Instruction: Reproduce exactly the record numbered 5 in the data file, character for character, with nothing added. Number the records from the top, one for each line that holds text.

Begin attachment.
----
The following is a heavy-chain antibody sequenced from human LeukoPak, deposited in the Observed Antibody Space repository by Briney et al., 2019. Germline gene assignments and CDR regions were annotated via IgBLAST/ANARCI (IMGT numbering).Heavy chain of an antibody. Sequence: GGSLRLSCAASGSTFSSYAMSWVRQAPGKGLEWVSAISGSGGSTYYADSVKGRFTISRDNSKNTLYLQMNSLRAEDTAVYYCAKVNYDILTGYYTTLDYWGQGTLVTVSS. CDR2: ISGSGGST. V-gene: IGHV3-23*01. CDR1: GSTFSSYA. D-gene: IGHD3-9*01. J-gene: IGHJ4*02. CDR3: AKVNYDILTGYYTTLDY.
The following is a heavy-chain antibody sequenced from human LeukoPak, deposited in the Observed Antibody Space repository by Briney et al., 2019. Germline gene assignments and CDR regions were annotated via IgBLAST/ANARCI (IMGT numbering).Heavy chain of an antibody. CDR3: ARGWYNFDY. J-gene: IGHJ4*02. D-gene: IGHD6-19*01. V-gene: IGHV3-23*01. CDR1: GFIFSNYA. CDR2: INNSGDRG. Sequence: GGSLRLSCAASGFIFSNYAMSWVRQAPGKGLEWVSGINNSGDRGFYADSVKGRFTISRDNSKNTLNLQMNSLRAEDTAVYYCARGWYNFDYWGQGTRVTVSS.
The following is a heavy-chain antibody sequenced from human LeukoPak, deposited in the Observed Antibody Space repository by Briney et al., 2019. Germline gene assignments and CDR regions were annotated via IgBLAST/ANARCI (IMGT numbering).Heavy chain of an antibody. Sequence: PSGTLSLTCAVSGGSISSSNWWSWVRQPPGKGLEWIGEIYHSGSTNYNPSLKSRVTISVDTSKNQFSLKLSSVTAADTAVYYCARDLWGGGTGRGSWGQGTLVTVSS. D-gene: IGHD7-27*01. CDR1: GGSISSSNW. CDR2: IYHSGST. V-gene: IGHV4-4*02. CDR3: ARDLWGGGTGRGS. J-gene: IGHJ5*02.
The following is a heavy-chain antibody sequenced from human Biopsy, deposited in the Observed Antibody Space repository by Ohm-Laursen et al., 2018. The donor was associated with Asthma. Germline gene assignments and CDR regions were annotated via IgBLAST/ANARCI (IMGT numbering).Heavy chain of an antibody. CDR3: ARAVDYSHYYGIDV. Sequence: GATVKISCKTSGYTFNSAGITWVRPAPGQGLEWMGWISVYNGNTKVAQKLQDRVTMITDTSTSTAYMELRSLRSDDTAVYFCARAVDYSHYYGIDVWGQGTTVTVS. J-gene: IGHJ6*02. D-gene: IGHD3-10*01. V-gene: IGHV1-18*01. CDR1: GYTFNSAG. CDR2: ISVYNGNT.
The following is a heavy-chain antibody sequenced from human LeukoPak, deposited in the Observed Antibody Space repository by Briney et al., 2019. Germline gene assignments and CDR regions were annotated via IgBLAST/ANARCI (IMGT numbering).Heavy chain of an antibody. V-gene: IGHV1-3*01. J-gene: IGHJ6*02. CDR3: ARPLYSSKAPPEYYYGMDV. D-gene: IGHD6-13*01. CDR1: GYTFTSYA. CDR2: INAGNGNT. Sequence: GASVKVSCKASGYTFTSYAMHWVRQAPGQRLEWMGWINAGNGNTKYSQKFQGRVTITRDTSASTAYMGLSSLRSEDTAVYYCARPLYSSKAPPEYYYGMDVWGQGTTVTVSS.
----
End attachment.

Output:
The following is a heavy-chain antibody sequenced from human LeukoPak, deposited in the Observed Antibody Space repository by Briney et al., 2019. Germline gene assignments and CDR regions were annotated via IgBLAST/ANARCI (IMGT numbering).Heavy chain of an antibody. V-gene: IGHV1-3*01. J-gene: IGHJ6*02. CDR3: ARPLYSSKAPPEYYYGMDV. D-gene: IGHD6-13*01. CDR1: GYTFTSYA. CDR2: INAGNGNT. Sequence: GASVKVSCKASGYTFTSYAMHWVRQAPGQRLEWMGWINAGNGNTKYSQKFQGRVTITRDTSASTAYMGLSSLRSEDTAVYYCARPLYSSKAPPEYYYGMDVWGQGTTVTVSS.